Daily Archives: January 5, 2010


Imagine a whole gang of Buster Keatons. The Keystone Kops could try to catch them, and great injuries and pratfalls would happen all around. Things would go bang. Masonry falling, people getting tossed around… And, of course, if it were made today rather than in the silent movie era, a lot of noise: police whistles, sirens, machine guns, screeching tires. And it would be a huge success. Like gangbusters.

Gang Busters was, in fact, a huge success. The true-crime-case radio show, which ran from 1936 to 1957, had exactly nothing to do with Buster Keaton or with the Keystone Kops, and was the perfect inverse of a silent movie: it was all sound and no vision. And such sound! The opening of each show featured a barrage of loud sound effects: police whistles, sirens, machine guns, screeching tires… By 1940, English speakers had taken this vigorous noise (and probably the great success of the radio show too) and mapped it onto vigorous being, and coming on like Gang Busters meant “doing really well.”

Which it has meant ever since, even though few people now know about the radio show; like gangbusters is by far the most common collocation for this word, and go (and going) and come on are the verbs that typically come before; go(ing) gangbusters is also common.

As to the overt sense of it, well, anyone can figure out what gangbusters means, and they won’t be wrong: “people who bust gangs.” When gangs were big news in the US – the roaring twenties, the dirty thirties – law enforcement officials needed to break them up and jail their members, and one who was successful at it (Eliot Ness is now the paragon) was a gangbuster. Not that they are a common vision of success now; the word seems to have taken on a life of its own such that a calling someone a gangbuster now would seem like a reference to the idiom.

And the word has the right sound and rhythm for a thumping success: three syllables, banging down the stairs like Buster Keaton, primary stress, secondary stress, unstressed, with the first syllable taking almost as long as the other two together, rather like the sound of something heavy hitting a floor and bouncing twice – or bouncing once and smashing across the floor on the second hit. The gang has a “bang” kind of sound, aided by the bursting b, and then the voiced stops with nasals give way to a voiceless fricative/stop pair /st/, like the the bouncing thing breaking, followed by the scattering sound of syllabic /r/. One is put in mind of James Brockman and Leonard Stevens’s song from the late 1920s, “I Faw Down an’ Go Boom.” Only in this case it’s a smashing success.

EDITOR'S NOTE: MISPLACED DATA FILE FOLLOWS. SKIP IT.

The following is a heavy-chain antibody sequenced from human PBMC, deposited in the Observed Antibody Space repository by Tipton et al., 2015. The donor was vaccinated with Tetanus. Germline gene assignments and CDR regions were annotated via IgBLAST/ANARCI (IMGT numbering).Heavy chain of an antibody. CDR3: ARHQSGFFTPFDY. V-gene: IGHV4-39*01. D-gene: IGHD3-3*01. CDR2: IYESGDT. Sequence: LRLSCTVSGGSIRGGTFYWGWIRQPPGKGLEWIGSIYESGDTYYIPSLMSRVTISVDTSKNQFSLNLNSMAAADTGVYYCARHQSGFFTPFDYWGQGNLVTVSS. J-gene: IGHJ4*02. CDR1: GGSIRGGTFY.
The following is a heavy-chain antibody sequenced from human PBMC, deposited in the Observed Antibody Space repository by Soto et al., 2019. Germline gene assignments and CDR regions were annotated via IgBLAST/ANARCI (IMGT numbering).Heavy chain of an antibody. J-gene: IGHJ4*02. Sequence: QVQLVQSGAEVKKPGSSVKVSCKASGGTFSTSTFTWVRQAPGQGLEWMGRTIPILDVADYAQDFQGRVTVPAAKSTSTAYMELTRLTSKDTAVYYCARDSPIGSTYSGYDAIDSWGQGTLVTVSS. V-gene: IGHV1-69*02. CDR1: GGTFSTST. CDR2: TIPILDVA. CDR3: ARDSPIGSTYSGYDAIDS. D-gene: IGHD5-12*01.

No need to stop just yet, though: gangbuster is a compound word. Gang comes from the verb gang “go,” as in Robert Burns’s “The best laid schemes o’ Mice an’ Men, Gang aft agley” – though Burns was no gangbuster where mice were concerned: “I wad be laith to rin an’ chase thee, Wi’ murd’ring pattle!” Anyway, gang (noun) refers to things that go together, and has more recently narrowed in sense to mean a nefarious group of persons. And buster is bust plus the agentive er; bust, in turn, is burst in an American vernacular alteration. Burst, like gang, is a good old Anglo-Saxon word, and it has always meant “break.” These days we think of it mainly as the kind of breaking that happens to things that go “bang” or “boom.” Which brings us back to Joseph Frank Keaton, who got his nickname Buster at a very young age from surviving a fall unscathed that an observer (Harry Houdini, in fact) reckoned could have broken bones. And it appears that he in turn was the original and source of the nickname and nonce-name Buster.


I have just learned that Lhasa de Sela, the singer who as a performer normally went just by her first name, died of breast cancer on January 1, 2010. “Llegarás mañana para el fin del mundo o el año nuevo.”